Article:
Are School Buses Eco-Friendly? | Seventh Generation
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Are School Buses Eco-Friendly?

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Author: Seventh Generation

School Buses and Our Environment

The wheels on the bus go round and round…but what is their effect on our environment? There are two sides to this argument, and it’s tricky to pick which one to support. We’ve listed some school bus pros and cons, and some ways to turn the cons around.

School Bus Pros

It’s estimated that nearly 480,000 school buses carry 25 million students to and from school every day of the school year. This means that each school bus eliminates 36 cars on the road – 36 less cars clogging up traffic and 36 less cars polluting the air. Each school bus carries an average of 54 students, whereas the average number of students transported per car if a bus is not available is only 1.5. School buses save the US over 3 billion gallons of fuel each year, and over 7 billion dollars. In short, school buses are carpooling at it’s finest.

Besides saving fuel, school buses also reduce a city’s carbon footprint by lowering daily carbon emissions.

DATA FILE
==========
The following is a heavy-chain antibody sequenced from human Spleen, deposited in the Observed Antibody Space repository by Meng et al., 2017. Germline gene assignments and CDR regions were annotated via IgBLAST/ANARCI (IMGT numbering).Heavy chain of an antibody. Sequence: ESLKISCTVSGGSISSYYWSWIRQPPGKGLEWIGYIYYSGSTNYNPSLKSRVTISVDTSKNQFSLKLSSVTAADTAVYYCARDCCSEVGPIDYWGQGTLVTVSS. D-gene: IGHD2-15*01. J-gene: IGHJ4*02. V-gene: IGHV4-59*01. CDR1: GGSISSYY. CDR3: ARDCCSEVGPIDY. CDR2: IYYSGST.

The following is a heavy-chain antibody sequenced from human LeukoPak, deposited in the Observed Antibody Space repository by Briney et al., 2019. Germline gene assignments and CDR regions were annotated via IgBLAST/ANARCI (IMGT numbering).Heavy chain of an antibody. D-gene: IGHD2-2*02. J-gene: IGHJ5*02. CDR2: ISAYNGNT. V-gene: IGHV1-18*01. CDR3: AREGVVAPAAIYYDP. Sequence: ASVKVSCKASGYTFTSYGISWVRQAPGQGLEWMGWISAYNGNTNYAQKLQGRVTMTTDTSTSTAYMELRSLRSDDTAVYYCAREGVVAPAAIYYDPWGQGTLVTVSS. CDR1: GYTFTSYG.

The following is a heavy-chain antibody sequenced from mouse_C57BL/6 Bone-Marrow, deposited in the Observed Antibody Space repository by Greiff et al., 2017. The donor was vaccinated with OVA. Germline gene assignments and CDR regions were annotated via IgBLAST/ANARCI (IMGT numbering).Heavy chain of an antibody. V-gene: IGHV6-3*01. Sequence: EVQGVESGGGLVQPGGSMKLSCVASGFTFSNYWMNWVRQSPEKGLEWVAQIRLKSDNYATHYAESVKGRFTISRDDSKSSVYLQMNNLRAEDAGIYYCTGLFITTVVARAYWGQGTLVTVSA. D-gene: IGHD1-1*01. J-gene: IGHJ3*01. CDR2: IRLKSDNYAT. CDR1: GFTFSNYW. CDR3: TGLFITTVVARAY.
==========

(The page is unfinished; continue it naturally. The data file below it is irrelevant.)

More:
School buses also allow schools to expand without further harming the environment. As schools grow in student size, they often knock down trees or use open fields to build additional facilities. If parking lots aren’t crowded with cars, schools can use the land they already have to add new buildings without compromising the surrounding environment.  

School Bus Cons

The vast majority of school buses are fueled by diesel, and therefore do create diesel exhaust. Over the past decade, concern has been rising about these emissions and their effect on human health and the environment. People are especially concerned about the amount of time school buses spend idling, further emitting pollutants into the air. The EPA has come out with higher standards for bus emissions, but many older school buses are still releasing harmful exhaust.

Since children are the demographic primarily using school buses, they are also the most susceptible to the health effects of diesel exhaust. Children tend to have a faster breathing rate than adults, and their lungs are not fully developed. The tiny particles of carbon and toxic gases released by school buses can often penetrate airways. Federal agencies have classified diesel exhaust as a probable carcinogen.

As for the environment, these particles emitted from diesel exhaust contribute to the production of smog, acid rain, and other air pollution. The emissions can be harmful to plants, animals, crops and water. 

Things you can do to help:

  • Encourage your school system to switch to bio-diesel, electric, or propane school buses.
  • Organize an idle-reduction campaign at your school.
  • Check to see if your state has diesel retrofit grant programs for older buses.
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